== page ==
research grant from the Initiative to End Family Violence Institute. Economics graduate students like Sharma study everything from micro theory to macroeconomics to econometrics and at UCI, they have the resources to investigate a broad range of research questions. The department is also bustling with many new faculty, including this year’s new hires Meera Mahadevan, who studies environmental and energy economics within developing countries, and Miguel Zerecero, who studies spatial and labor economics. “Many students complete internships at the IMF and other central banks each year,” said William Branch, economics professor and department chair. The department’s graduate program is also highly ranked, coming in 17th among public universities and 38th overall in U.S. News & World Report’s latest rankings. “Economics at UCI's mission is to improve the social wellbeing of people through research that enhances the functioning of the economy and the efficacy of government policies, while also providing inclusive access to lifealtering undergraduate and graduate educational opportunities,” says Branch. “The recognition of our efforts is a testament to the hard work of the faculty, graduate students, and staff.” Alumni from the department have gone on to work at a variety of places including Hamilton College, Google, and the U.S. Census Bureau, to name a few. As her time at UCI draws to a close, Sharma is excited to begin a three-year postdoctoral fellowship at New York University’s Abu Dhabi Division of Social Science. "I am immensely grateful to my advisors at UCI for their patience and support," she says. "I hope to make them proud with my work ahead." •
Allison Lim '15 is the second youngest chief of staff in the California state Capitol and one of only a few Asian Pacific Islander women chiefs.
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Michelle Thomas, psychology senior and inaugural Black Lives Matter Research Scholar, is working to advance understanding of Black, marginalized communities
rom scholarship to community engagement to her own lived experiences, advancing understanding of Black and other marginalized communities guides Michelle Thomas’s every action. As one of the inaugural recipients of the UCI School of Social Sciences Black Lives Matter Research Scholarship, she got a funding boost for her work on intergenerational trauma in the Black community – a topic she plans to pursue further through a Ph.D. in clinical psychology after she graduates in spring.
"I consider among my biggest accomplishments at UCI making lifelong friends and leaving behind the Black Psychology Student Association where Black psych students can thrive on campus," Thomas says.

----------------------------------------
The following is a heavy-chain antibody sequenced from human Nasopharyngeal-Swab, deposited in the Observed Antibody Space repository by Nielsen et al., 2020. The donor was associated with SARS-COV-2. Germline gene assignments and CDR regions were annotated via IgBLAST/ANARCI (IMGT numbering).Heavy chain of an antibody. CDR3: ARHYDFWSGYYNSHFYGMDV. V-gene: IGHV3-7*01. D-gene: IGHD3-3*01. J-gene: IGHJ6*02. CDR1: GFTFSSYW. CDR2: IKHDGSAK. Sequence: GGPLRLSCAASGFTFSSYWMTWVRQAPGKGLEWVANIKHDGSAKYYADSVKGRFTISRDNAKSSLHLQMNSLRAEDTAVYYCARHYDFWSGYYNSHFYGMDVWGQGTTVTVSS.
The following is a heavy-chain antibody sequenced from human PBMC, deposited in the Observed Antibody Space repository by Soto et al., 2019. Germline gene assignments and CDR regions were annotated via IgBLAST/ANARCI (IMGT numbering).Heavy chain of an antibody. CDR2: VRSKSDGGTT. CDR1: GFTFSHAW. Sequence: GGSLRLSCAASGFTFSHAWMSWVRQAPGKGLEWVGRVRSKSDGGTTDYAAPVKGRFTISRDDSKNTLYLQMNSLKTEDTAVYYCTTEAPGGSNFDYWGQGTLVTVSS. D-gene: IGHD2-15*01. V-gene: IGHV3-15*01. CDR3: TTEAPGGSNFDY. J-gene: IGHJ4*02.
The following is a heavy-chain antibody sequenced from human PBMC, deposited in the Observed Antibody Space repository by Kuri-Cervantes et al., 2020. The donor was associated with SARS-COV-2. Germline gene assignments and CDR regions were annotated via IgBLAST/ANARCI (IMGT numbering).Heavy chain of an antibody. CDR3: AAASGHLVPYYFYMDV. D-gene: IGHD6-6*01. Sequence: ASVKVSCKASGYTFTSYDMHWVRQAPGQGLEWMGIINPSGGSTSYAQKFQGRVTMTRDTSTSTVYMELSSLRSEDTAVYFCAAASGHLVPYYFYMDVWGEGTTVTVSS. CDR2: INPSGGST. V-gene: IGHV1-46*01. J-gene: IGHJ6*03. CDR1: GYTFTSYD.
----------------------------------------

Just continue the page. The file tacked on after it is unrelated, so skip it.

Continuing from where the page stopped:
“Colorism and racist ideologies and laws have perpetuated trauma. I want to expose these systems with research. I want to help people heal in my career as a clinical psychologist,” she says.
“She is a proactive, innovative, and dedicated leader on the ground, building up. This is not just a student who is trying hard. Her work ethic and talent go hand in hand. She is cognizant of disparities in society and wants to help marginalized communities. And she is well-rounded in research training, practical experience, and leadership skills.”
The research scholarship recognition is one of several she’s earned during her time as an active Anteater on campus. The psychology major and African American studies minor is also the recipient of two Undergraduate Research Opportunities Program grants and a Summer Undergraduate Research Program grant. She honed her skills through participation in the Summer Academic Enrichment Program where she received intensive training in research methods, statistics, and public speaking. She interned with the ASUCI Mental Health Commission and helped create the first virtual Reclaim Mental Health Conference. She participated in the Deconstructing Diversity Initiative where she attended seminars and traveled across the U.S. learning about race relations throughout the country. She mentored high school students through the Diversity, Inclusion, and Racial Healing Ambassador (DIRHA) program and led weekly discussion groups about racial inequality, tension, and privilege. She’s a founding member and a co-president of the Black Psychology Student Association. In this role, she invited guest speakers to participate in virtual discussions with UCI students about the Black community and mental health.